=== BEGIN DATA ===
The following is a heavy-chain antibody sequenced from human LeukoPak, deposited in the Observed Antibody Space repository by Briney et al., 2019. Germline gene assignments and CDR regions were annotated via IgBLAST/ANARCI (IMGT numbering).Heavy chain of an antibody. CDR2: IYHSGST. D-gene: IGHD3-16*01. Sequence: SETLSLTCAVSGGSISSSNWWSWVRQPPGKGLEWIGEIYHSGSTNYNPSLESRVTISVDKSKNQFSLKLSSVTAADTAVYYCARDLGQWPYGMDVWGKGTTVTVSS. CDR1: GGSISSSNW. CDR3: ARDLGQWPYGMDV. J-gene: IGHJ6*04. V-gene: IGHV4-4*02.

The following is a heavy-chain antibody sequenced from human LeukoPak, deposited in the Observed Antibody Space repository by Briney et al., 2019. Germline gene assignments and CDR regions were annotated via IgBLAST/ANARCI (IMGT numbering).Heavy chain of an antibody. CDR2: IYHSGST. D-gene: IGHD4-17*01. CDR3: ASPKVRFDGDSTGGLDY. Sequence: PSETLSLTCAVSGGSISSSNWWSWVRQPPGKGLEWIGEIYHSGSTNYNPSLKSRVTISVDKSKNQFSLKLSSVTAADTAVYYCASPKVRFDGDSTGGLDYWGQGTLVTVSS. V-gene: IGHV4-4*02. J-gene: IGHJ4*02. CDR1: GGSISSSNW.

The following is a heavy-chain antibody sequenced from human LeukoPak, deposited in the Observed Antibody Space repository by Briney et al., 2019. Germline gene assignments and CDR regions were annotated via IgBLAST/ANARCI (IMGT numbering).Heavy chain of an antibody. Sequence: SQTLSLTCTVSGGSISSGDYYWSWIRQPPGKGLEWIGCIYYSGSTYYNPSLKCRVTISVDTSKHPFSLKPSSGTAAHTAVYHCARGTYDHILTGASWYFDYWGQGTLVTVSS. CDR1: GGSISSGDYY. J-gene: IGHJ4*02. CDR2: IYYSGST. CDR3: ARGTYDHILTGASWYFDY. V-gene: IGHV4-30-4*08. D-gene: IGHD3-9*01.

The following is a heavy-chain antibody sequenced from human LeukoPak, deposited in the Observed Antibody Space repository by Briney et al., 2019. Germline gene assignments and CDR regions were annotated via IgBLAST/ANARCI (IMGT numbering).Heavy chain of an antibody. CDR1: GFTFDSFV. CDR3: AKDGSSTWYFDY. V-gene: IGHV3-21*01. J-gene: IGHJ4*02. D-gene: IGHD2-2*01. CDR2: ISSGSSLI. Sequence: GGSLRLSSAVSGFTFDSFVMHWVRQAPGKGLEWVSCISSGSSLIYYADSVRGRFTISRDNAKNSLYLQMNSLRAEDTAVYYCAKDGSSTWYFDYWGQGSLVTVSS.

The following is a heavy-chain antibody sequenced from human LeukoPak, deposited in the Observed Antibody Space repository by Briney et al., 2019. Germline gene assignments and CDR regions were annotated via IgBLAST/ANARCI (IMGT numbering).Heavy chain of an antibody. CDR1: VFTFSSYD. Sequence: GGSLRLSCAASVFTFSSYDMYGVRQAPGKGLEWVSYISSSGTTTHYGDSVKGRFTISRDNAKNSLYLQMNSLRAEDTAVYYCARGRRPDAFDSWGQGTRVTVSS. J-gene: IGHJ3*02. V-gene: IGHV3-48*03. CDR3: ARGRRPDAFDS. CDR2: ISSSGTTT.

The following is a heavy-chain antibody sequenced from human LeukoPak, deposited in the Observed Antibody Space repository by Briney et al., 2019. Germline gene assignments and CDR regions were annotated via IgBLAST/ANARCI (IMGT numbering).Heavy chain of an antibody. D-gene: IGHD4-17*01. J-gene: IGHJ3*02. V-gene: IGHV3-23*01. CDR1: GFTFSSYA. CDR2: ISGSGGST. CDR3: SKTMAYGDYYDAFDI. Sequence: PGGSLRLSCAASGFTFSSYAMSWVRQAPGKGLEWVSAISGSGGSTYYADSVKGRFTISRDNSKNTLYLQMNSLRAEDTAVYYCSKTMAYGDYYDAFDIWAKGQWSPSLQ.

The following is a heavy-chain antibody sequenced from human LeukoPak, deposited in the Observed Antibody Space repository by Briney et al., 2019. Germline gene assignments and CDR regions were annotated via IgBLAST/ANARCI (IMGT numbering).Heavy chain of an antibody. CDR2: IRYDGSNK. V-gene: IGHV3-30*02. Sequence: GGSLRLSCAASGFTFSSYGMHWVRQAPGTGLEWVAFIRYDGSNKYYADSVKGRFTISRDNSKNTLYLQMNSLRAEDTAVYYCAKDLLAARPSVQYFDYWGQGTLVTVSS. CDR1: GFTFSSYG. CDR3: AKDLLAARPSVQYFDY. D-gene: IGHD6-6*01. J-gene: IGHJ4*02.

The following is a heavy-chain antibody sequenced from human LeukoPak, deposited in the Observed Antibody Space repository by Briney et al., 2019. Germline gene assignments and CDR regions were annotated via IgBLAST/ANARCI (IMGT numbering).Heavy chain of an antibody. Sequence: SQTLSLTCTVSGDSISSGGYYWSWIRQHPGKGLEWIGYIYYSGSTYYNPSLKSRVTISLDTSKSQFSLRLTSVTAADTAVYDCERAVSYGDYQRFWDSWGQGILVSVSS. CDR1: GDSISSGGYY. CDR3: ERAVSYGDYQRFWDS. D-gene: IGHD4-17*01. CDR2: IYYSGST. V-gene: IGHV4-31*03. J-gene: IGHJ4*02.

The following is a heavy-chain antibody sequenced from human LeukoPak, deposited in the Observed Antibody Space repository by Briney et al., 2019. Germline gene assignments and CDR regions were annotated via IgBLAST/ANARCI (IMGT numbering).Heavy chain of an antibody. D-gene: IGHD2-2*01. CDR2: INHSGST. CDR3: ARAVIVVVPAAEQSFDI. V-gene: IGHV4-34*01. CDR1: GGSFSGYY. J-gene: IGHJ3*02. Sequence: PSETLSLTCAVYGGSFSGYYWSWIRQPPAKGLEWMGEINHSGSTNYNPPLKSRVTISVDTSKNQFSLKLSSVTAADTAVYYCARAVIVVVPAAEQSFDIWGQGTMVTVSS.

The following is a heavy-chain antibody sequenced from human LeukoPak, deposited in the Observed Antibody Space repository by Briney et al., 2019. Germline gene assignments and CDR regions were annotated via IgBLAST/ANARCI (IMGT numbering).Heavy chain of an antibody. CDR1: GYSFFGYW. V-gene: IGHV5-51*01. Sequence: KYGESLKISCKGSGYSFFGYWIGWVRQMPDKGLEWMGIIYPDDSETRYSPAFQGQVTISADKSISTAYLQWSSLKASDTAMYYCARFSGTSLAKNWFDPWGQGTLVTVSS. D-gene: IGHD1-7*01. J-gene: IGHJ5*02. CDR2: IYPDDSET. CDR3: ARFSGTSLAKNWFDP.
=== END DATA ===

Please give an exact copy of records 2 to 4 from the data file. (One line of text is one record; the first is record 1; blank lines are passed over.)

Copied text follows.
The following is a heavy-chain antibody sequenced from human LeukoPak, deposited in the Observed Antibody Space repository by Briney et al., 2019. Germline gene assignments and CDR regions were annotated via IgBLAST/ANARCI (IMGT numbering).Heavy chain of an antibody. CDR2: IYHSGST. D-gene: IGHD4-17*01. CDR3: ASPKVRFDGDSTGGLDY. Sequence: PSETLSLTCAVSGGSISSSNWWSWVRQPPGKGLEWIGEIYHSGSTNYNPSLKSRVTISVDKSKNQFSLKLSSVTAADTAVYYCASPKVRFDGDSTGGLDYWGQGTLVTVSS. V-gene: IGHV4-4*02. J-gene: IGHJ4*02. CDR1: GGSISSSNW.

The following is a heavy-chain antibody sequenced from human LeukoPak, deposited in the Observed Antibody Space repository by Briney et al., 2019. Germline gene assignments and CDR regions were annotated via IgBLAST/ANARCI (IMGT numbering).Heavy chain of an antibody. Sequence: SQTLSLTCTVSGGSISSGDYYWSWIRQPPGKGLEWIGCIYYSGSTYYNPSLKCRVTISVDTSKHPFSLKPSSGTAAHTAVYHCARGTYDHILTGASWYFDYWGQGTLVTVSS. CDR1: GGSISSGDYY. J-gene: IGHJ4*02. CDR2: IYYSGST. CDR3: ARGTYDHILTGASWYFDY. V-gene: IGHV4-30-4*08. D-gene: IGHD3-9*01.

The following is a heavy-chain antibody sequenced from human LeukoPak, deposited in the Observed Antibody Space repository by Briney et al., 2019. Germline gene assignments and CDR regions were annotated via IgBLAST/ANARCI (IMGT numbering).Heavy chain of an antibody. CDR1: GFTFDSFV. CDR3: AKDGSSTWYFDY. V-gene: IGHV3-21*01. J-gene: IGHJ4*02. D-gene: IGHD2-2*01. CDR2: ISSGSSLI. Sequence: GGSLRLSSAVSGFTFDSFVMHWVRQAPGKGLEWVSCISSGSSLIYYADSVRGRFTISRDNAKNSLYLQMNSLRAEDTAVYYCAKDGSSTWYFDYWGQGSLVTVSS.